I was five years old when I knew for the first time that I was slightly… different. I had gotten into my mom’s closet, tried on her black strappy high heels, and found a beautiful dark red lipstick in her makeup bag. At the time, I thought that it was perfectly normally for any five year-old boy to strut up and down their parent’s bedroom in high heels, rocking the imaginary runway but alas— years later I discovered it wasn’t a shared experienced amongst my peers.
Growing up in a traditional Vietnamese family, it was very challenging to accept my queerness. My family was very conservative on topics such as LGBTQ+ rights and gay marriage, and I vividly recall my mom showing support for Prop 8 which repealed gay marriage in California. Because of this, I grew up keeping my queer identity a secret. Even when applying to medical school, I questioned whether or not to be open about my queerness. In the end, I decided to be open, and share how my identity and struggles shape my perspective to make me a better healthcare provider.
When I interviewed at Mount Sinai for the MD/PhD program, I was blown away to see how supported the LGBTQ community was here. To see that the president of the hospital was an openly gay man, and that the Mount Sinai Center for Transgender Medicine and Surgery (CTMS) was consistently celebrated as one of the most innovative and groundbreaking centers for transgender health, wasn’t something I thought was possible. It was a breath of fresh air that I didn’t realize I needed. However, LGBTQ+ representation in medicine and science has been, and still remains a huge issue: Feeling unsupported, LGBQ males are more likely than their heterosexual peers to leave STEM fields; LGBTQ+ students struggle to see themselves in positions of higher education due to lack of visibility of queer professors and mentors. One of my goals is to address this issue.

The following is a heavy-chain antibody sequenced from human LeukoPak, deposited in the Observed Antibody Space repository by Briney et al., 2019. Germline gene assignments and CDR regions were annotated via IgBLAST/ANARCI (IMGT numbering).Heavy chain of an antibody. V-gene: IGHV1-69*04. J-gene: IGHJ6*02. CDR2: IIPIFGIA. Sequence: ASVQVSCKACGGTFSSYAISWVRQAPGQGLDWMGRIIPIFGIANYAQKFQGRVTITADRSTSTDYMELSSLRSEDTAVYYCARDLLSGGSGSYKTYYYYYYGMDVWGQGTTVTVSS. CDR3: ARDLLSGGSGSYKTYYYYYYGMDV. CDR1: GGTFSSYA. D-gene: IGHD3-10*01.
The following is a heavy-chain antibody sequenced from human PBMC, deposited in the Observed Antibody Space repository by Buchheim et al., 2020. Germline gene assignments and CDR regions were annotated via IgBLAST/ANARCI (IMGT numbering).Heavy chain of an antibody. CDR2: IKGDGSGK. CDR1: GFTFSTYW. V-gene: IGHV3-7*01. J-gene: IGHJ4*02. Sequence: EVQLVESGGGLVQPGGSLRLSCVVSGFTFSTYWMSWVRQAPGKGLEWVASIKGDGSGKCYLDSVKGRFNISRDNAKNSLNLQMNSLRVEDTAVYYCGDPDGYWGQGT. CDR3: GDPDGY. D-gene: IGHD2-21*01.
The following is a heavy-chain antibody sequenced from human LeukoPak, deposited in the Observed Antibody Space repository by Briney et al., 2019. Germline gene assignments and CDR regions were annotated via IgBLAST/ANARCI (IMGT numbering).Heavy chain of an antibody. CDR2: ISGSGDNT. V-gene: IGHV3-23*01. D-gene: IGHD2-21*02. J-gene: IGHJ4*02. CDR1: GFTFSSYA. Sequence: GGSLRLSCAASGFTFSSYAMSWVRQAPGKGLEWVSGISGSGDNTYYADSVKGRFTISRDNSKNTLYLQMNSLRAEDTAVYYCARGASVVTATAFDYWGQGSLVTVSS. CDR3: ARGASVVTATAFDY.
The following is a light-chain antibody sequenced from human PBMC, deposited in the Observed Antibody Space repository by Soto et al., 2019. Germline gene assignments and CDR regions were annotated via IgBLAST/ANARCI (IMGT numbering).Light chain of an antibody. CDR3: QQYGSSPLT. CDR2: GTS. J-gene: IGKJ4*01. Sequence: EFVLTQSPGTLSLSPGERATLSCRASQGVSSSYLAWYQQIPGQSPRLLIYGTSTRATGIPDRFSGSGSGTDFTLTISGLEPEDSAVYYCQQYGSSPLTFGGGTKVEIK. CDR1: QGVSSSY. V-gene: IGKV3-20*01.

The LGBT YQUTH MED (Young Queer Urban Teens for Health in MEDicine) program aims to increase interest in medicine and science for NYC high school students who identify as LGBTQ+. The program engages them in community-based workshops and presentations, offering mentorship from LGBTQ medical and graduate students, and recruiting students for Saturday at Sinai—an event dedicated for the youth to come to Mount Sinai and experience life as a queer medical student.
I had the privilege of spearheading this program. Working with Dr. Barbara Warren, Scott Jelinek, Richard Cancio, Mount Sinai’s Office of Diversity and Inclusion, and many others, we were able to engage five different LGBTQ community organizations and reach over a hundred LGBTQ+ identified youth about the program. Having the opportunity to meet, interact with, and gain mentors by openly “out” medical students, has been invaluable to the program’s participants, and definitely something I wish I had growing up.
In honor of Pride Month, I wanted to emphasize that while there has been progress made on the issues of LGBTQ+ rights, there are still issues that we as a community must come together and fight against. Pride to me means to live my life as my most true and authentic self and being unapologetically proud of who I am. I wouldn’t be where I am today if it wasn’t for the support I have received while struggling to accept myself and I want to pay it forward by giving back to the LGBTQ+ community and being a positive role model for all of the queer youths who at one point threw on their mother’s high heels and pranced around to the Sailor Moon opening theme song.
Don Nguyen is an MD/PhD candidate at the Icahn School of Medicine at Mount Sinai. As a first generation, queer, Vietnamese-American man, he strives to improve LGBTQ+ visibility in medicine and science. He is one of the leaders for Stonewall Alliance—a student-led affinity group at the Icahn School of Medicine, and leads the LGBTQ+ YQUTH pipeline program, which aims to increase interest of LGBTQ+ identifying youth in medicine and science. Don is passionate and committed to furthering diversity and inclusivity in STEM.